Stanley in her element once again

A win from WNBA Finals, Hall of Fame player, coach remodels career, Mystics

Pro Basketball

August 24, 2002|By Milton Kent | Milton Kent,SUN STAFF

WASHINGTON - Last week, after the Washington Mystics had won their inaugural WNBA playoff game, Chamique Holdsclaw retold a joke that broke up the room of reporters.

Holdsclaw said that Tausha Mills, a reserve center, had noted that the Mystics, for the first time, had a Coach of the Year winner. "And the coach is actually favored to come back next year," Holdsclaw said.

The subject of the joke, coach Marianne Stanley, was sitting next to Holdsclaw and laughed harder than anyone else in the room, serving as testament to the notion that Stanley doesn't take herself all that seriously.

What Stanley - the runaway winner of WNBA Coach of the Year - does care about, quite deeply, is basketball. Her passion and drive for the game have steered the previously woeful Mystics to a victory away from the WNBA Finals. Washington travels to Madison Square Garden to meet the New York Liberty tonight in Game 2 of the Eastern Conference championship series.

"I genuinely love this team and I really have enjoyed the daily grind of working with them," said Stanley, 48, who frequently flaps her arms to get the MCI Center crowd going. "And after 25 years, to feel like this is one of the most fun, most rewarding situations because of the people that I work with every day, is more than enough reward for me."

Despite her youthful appearance - some Mystics players privately and jokingly call her "Harry Potter" because her pageboy haircut makes her look like a certain young wizard - Stanley is a hoops lifer. She was inducted into the Women's Basketball Hall of Fame in April.

Stanley was the All-America point guard of the legendary Immaculata (Pa.) teams that appeared in four straight national championship games in the early 1970s, winning two championships. Right out of Immaculata, Stanley went to Old Dominion, where, after a year as an assistant, she became head coach at age 23.

In 10 years in Norfolk, Va., Stanley recruited future Hall of Fame players like Nancy Lieberman and Anne Donovan, and led the Lady Monarchs to three collegiate national championships and six Final Four appearances, before leaving in 1987. She spent two years at Penn before taking over at Southern California.

In five seasons in Los Angeles, Stanley turned around the Trojans program, reaching the Elite Eight once and the second round of the NCAA tournament three times. However, when Stanley asked for a contract that would pay her the same base salary as men's coach George Raveling, USC athletic director Mike Garrett turned her down.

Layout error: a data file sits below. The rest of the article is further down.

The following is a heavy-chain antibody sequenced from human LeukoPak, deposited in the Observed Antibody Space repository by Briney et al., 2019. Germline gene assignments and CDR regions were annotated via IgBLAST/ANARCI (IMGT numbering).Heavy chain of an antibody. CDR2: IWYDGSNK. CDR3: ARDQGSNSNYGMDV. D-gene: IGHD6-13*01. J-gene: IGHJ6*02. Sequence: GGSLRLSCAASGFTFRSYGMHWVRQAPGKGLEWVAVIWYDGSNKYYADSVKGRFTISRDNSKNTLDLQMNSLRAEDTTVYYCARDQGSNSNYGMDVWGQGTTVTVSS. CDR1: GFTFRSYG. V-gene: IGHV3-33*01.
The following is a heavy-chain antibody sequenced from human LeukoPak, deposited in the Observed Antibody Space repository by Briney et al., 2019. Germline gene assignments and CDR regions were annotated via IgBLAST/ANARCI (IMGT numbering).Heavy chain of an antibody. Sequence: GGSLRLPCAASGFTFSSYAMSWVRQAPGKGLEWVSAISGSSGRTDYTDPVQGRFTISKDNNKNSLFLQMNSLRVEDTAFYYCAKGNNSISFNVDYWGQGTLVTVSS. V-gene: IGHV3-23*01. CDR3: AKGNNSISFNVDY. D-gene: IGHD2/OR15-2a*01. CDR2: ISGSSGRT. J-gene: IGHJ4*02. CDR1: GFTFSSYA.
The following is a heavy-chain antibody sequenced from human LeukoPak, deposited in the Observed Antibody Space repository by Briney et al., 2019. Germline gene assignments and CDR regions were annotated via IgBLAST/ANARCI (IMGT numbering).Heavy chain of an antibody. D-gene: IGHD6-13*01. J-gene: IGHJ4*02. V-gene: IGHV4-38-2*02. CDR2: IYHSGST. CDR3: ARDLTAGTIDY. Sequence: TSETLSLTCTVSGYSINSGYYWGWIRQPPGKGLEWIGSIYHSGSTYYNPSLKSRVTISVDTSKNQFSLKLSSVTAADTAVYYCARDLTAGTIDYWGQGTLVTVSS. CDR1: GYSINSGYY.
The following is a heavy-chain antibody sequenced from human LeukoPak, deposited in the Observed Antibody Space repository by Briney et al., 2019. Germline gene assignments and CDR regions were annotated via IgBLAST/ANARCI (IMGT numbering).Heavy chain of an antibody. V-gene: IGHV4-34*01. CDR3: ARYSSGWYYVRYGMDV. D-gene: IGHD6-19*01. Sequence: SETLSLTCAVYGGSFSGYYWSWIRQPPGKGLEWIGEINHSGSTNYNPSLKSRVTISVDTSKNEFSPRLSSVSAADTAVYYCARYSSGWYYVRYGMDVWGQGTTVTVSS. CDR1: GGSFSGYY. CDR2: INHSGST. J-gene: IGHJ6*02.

Stanley refused a contract extension that did not provide equal pay and was eventually let go. She filed an $8 million lawsuit, alleging sex discrimination, and while the U.S. Equal Employment Opportunity Commission granted her a trial, a federal court of appeals eventually backed USC.

In the meantime, Stanley, who recruited Lisa Leslie and Tina Thompson at USC, was essentially blackballed from basketball and forced to take jobs in a bookstore and refinishing furniture, among other tasks, while her case was being heard in the courts.

"In 1993, I couldn't get a job. Nobody wanted me," Stanley said. "To go from that point, to [now], is pretty special. I never stopped believing in what I could do as a coach. I just needed to get in a good situation. USC was a great situation. I just took a stand on principle about the work. I left that team as No. 5 in the country going into the season with pretty darned good talent. I think I more than did my job adequately out there. It just went the way it went. From that point, that didn't mean that I didn't know how to coach anymore."

Eventually, Stanley got back in the game, serving as a co-interim coach at Stanford in 1996, the year the Cardinal's Tara VanDerveer took a sabbatical to coach the Olympic team. Stanford went 29-3 in that season and reached the Final Four.

From there, Stanley took over at Cal for four years before landing in Los Angeles as an assistant coach of the Sparks, then came to the Mystics last season as an assistant to Australian national coach Tom Maher.

Maher and general manager Melissa McFerrin were forced out last December, and the Mystics privately dallied with Tennessee coach Pat Summitt before making Summitt a player personnel consultant and naming Stanley head coach just before the April draft.

The Mystics bounded out of the gate to a 15-6 start before stumbling badly in the final month, losing nine of their last 11. Through the slide, which cost Washington first place in the East, the players say Stanley stayed consistent.

"It [the slump] was really hard for her, because I don't think the team was responding to what she was trying to teach us at the time," said center Vicky Bullett. "We couldn't find a reason for what was happening, and she couldn't get through to us. It's our fault that she couldn't get through.

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